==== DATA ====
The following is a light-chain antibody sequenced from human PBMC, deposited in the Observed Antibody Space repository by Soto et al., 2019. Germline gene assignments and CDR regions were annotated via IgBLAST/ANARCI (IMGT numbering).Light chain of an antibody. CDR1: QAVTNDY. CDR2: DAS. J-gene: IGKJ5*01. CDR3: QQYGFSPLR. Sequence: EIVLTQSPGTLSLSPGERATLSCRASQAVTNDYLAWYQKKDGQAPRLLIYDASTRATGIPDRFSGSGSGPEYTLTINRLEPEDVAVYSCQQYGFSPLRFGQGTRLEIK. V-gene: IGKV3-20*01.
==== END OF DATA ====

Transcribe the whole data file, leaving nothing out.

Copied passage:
The following is a light-chain antibody sequenced from human PBMC, deposited in the Observed Antibody Space repository by Soto et al., 2019. Germline gene assignments and CDR regions were annotated via IgBLAST/ANARCI (IMGT numbering).Light chain of an antibody. CDR1: QAVTNDY. CDR2: DAS. J-gene: IGKJ5*01. CDR3: QQYGFSPLR. Sequence: EIVLTQSPGTLSLSPGERATLSCRASQAVTNDYLAWYQKKDGQAPRLLIYDASTRATGIPDRFSGSGSGPEYTLTINRLEPEDVAVYSCQQYGFSPLRFGQGTRLEIK. V-gene: IGKV3-20*01.